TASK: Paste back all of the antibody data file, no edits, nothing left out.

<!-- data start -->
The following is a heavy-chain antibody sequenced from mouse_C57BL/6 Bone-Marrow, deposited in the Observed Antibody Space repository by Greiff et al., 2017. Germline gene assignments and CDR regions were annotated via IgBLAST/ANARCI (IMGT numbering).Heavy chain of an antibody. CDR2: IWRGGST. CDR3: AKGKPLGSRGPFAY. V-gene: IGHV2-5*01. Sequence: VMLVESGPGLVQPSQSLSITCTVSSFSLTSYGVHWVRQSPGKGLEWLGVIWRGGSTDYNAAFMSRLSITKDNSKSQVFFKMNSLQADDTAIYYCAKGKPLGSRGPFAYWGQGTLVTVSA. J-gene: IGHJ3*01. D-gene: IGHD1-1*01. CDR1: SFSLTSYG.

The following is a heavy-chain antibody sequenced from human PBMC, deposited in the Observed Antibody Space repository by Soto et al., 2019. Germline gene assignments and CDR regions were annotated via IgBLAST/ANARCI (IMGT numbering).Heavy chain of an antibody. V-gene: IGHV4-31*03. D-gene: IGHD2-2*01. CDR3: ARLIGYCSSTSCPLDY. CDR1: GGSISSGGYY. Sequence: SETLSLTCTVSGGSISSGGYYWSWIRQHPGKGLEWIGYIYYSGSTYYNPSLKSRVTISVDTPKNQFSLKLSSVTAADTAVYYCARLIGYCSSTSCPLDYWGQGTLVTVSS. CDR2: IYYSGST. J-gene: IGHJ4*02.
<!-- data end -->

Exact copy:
The following is a heavy-chain antibody sequenced from mouse_C57BL/6 Bone-Marrow, deposited in the Observed Antibody Space repository by Greiff et al., 2017. Germline gene assignments and CDR regions were annotated via IgBLAST/ANARCI (IMGT numbering).Heavy chain of an antibody. CDR2: IWRGGST. CDR3: AKGKPLGSRGPFAY. V-gene: IGHV2-5*01. Sequence: VMLVESGPGLVQPSQSLSITCTVSSFSLTSYGVHWVRQSPGKGLEWLGVIWRGGSTDYNAAFMSRLSITKDNSKSQVFFKMNSLQADDTAIYYCAKGKPLGSRGPFAYWGQGTLVTVSA. J-gene: IGHJ3*01. D-gene: IGHD1-1*01. CDR1: SFSLTSYG.

The following is a heavy-chain antibody sequenced from human PBMC, deposited in the Observed Antibody Space repository by Soto et al., 2019. Germline gene assignments and CDR regions were annotated via IgBLAST/ANARCI (IMGT numbering).Heavy chain of an antibody. V-gene: IGHV4-31*03. D-gene: IGHD2-2*01. CDR3: ARLIGYCSSTSCPLDY. CDR1: GGSISSGGYY. Sequence: SETLSLTCTVSGGSISSGGYYWSWIRQHPGKGLEWIGYIYYSGSTYYNPSLKSRVTISVDTPKNQFSLKLSSVTAADTAVYYCARLIGYCSSTSCPLDYWGQGTLVTVSS. CDR2: IYYSGST. J-gene: IGHJ4*02.